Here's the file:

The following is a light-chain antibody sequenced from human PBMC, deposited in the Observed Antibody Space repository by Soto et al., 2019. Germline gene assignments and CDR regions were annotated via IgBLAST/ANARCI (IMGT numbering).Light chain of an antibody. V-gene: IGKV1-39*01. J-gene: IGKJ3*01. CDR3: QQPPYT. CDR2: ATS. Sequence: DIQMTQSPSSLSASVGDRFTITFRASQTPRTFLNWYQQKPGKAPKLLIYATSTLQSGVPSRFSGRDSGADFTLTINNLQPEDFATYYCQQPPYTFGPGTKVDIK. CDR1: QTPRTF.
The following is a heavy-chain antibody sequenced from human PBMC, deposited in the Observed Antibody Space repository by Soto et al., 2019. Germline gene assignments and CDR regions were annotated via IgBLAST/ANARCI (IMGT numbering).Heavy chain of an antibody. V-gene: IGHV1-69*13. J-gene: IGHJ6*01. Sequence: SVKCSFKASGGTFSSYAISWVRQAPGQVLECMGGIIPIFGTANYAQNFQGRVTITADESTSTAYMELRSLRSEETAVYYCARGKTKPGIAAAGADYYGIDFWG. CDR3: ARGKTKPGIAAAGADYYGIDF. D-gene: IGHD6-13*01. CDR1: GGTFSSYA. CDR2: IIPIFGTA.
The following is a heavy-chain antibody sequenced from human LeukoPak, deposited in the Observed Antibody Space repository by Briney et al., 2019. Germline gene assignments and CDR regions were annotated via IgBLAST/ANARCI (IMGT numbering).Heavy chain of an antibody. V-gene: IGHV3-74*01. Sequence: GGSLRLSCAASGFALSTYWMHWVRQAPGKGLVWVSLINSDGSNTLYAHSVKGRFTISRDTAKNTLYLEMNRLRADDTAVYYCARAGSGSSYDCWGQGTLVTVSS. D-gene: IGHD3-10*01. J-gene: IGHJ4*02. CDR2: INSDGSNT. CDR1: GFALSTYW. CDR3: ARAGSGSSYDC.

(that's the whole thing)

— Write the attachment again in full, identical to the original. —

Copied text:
The following is a light-chain antibody sequenced from human PBMC, deposited in the Observed Antibody Space repository by Soto et al., 2019. Germline gene assignments and CDR regions were annotated via IgBLAST/ANARCI (IMGT numbering).Light chain of an antibody. V-gene: IGKV1-39*01. J-gene: IGKJ3*01. CDR3: QQPPYT. CDR2: ATS. Sequence: DIQMTQSPSSLSASVGDRFTITFRASQTPRTFLNWYQQKPGKAPKLLIYATSTLQSGVPSRFSGRDSGADFTLTINNLQPEDFATYYCQQPPYTFGPGTKVDIK. CDR1: QTPRTF.
The following is a heavy-chain antibody sequenced from human PBMC, deposited in the Observed Antibody Space repository by Soto et al., 2019. Germline gene assignments and CDR regions were annotated via IgBLAST/ANARCI (IMGT numbering).Heavy chain of an antibody. V-gene: IGHV1-69*13. J-gene: IGHJ6*01. Sequence: SVKCSFKASGGTFSSYAISWVRQAPGQVLECMGGIIPIFGTANYAQNFQGRVTITADESTSTAYMELRSLRSEETAVYYCARGKTKPGIAAAGADYYGIDFWG. CDR3: ARGKTKPGIAAAGADYYGIDF. D-gene: IGHD6-13*01. CDR1: GGTFSSYA. CDR2: IIPIFGTA.
The following is a heavy-chain antibody sequenced from human LeukoPak, deposited in the Observed Antibody Space repository by Briney et al., 2019. Germline gene assignments and CDR regions were annotated via IgBLAST/ANARCI (IMGT numbering).Heavy chain of an antibody. V-gene: IGHV3-74*01. Sequence: GGSLRLSCAASGFALSTYWMHWVRQAPGKGLVWVSLINSDGSNTLYAHSVKGRFTISRDTAKNTLYLEMNRLRADDTAVYYCARAGSGSSYDCWGQGTLVTVSS. D-gene: IGHD3-10*01. J-gene: IGHJ4*02. CDR2: INSDGSNT. CDR1: GFALSTYW. CDR3: ARAGSGSSYDC.